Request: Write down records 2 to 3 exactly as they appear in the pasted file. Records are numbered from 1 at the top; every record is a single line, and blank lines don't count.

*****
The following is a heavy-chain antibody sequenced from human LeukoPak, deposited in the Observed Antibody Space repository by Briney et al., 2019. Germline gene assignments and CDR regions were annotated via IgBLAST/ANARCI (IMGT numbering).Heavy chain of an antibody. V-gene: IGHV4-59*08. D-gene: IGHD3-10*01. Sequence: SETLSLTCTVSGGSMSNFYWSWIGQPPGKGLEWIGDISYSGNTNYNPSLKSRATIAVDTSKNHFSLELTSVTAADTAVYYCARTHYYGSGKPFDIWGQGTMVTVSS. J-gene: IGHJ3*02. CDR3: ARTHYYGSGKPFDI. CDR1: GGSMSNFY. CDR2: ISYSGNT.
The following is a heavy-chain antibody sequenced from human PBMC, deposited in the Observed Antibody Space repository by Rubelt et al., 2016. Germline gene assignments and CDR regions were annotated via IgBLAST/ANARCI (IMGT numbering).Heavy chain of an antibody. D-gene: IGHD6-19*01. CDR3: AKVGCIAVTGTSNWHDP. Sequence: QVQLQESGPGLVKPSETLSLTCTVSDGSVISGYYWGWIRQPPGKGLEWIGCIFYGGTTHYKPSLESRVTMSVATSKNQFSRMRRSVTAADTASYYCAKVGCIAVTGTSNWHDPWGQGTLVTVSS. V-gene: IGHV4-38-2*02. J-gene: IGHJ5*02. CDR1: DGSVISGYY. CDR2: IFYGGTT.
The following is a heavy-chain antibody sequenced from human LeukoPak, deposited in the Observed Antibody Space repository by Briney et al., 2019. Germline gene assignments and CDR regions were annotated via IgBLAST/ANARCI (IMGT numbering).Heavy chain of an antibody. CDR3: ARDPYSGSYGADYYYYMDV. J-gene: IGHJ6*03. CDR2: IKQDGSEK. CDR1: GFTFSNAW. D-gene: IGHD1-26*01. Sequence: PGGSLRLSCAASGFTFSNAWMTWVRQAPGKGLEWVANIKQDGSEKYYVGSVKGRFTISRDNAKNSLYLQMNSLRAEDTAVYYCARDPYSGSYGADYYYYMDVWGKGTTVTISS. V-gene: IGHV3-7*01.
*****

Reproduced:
The following is a heavy-chain antibody sequenced from human PBMC, deposited in the Observed Antibody Space repository by Rubelt et al., 2016. Germline gene assignments and CDR regions were annotated via IgBLAST/ANARCI (IMGT numbering).Heavy chain of an antibody. D-gene: IGHD6-19*01. CDR3: AKVGCIAVTGTSNWHDP. Sequence: QVQLQESGPGLVKPSETLSLTCTVSDGSVISGYYWGWIRQPPGKGLEWIGCIFYGGTTHYKPSLESRVTMSVATSKNQFSRMRRSVTAADTASYYCAKVGCIAVTGTSNWHDPWGQGTLVTVSS. V-gene: IGHV4-38-2*02. J-gene: IGHJ5*02. CDR1: DGSVISGYY. CDR2: IFYGGTT.
The following is a heavy-chain antibody sequenced from human LeukoPak, deposited in the Observed Antibody Space repository by Briney et al., 2019. Germline gene assignments and CDR regions were annotated via IgBLAST/ANARCI (IMGT numbering).Heavy chain of an antibody. CDR3: ARDPYSGSYGADYYYYMDV. J-gene: IGHJ6*03. CDR2: IKQDGSEK. CDR1: GFTFSNAW. D-gene: IGHD1-26*01. Sequence: PGGSLRLSCAASGFTFSNAWMTWVRQAPGKGLEWVANIKQDGSEKYYVGSVKGRFTISRDNAKNSLYLQMNSLRAEDTAVYYCARDPYSGSYGADYYYYMDVWGKGTTVTISS. V-gene: IGHV3-7*01.